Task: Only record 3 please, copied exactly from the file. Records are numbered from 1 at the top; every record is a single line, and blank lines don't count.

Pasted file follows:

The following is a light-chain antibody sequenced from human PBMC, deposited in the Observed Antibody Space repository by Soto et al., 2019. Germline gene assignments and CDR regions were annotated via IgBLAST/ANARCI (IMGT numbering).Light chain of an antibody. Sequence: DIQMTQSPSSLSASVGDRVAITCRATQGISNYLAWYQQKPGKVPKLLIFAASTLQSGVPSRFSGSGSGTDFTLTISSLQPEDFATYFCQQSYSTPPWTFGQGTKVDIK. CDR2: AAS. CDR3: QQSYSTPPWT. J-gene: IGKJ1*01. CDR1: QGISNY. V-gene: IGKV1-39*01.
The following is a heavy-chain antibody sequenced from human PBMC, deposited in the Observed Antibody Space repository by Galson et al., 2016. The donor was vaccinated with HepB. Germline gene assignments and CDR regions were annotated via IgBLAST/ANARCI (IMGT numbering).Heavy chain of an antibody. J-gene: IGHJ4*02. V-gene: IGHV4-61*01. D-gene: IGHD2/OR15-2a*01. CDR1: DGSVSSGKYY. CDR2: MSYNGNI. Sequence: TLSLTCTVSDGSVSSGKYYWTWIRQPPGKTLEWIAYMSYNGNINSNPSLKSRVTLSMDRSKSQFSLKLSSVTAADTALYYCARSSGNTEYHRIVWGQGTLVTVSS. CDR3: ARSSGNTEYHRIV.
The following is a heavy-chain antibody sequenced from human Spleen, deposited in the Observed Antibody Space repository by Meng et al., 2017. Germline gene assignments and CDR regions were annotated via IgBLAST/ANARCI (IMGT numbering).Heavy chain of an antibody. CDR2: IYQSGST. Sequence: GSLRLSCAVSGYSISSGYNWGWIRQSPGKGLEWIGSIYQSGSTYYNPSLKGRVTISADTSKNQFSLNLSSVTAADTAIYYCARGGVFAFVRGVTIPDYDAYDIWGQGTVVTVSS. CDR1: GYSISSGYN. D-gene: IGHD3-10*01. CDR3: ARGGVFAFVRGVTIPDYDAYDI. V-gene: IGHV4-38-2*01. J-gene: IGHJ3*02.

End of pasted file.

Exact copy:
The following is a heavy-chain antibody sequenced from human Spleen, deposited in the Observed Antibody Space repository by Meng et al., 2017. Germline gene assignments and CDR regions were annotated via IgBLAST/ANARCI (IMGT numbering).Heavy chain of an antibody. CDR2: IYQSGST. Sequence: GSLRLSCAVSGYSISSGYNWGWIRQSPGKGLEWIGSIYQSGSTYYNPSLKGRVTISADTSKNQFSLNLSSVTAADTAIYYCARGGVFAFVRGVTIPDYDAYDIWGQGTVVTVSS. CDR1: GYSISSGYN. D-gene: IGHD3-10*01. CDR3: ARGGVFAFVRGVTIPDYDAYDI. V-gene: IGHV4-38-2*01. J-gene: IGHJ3*02.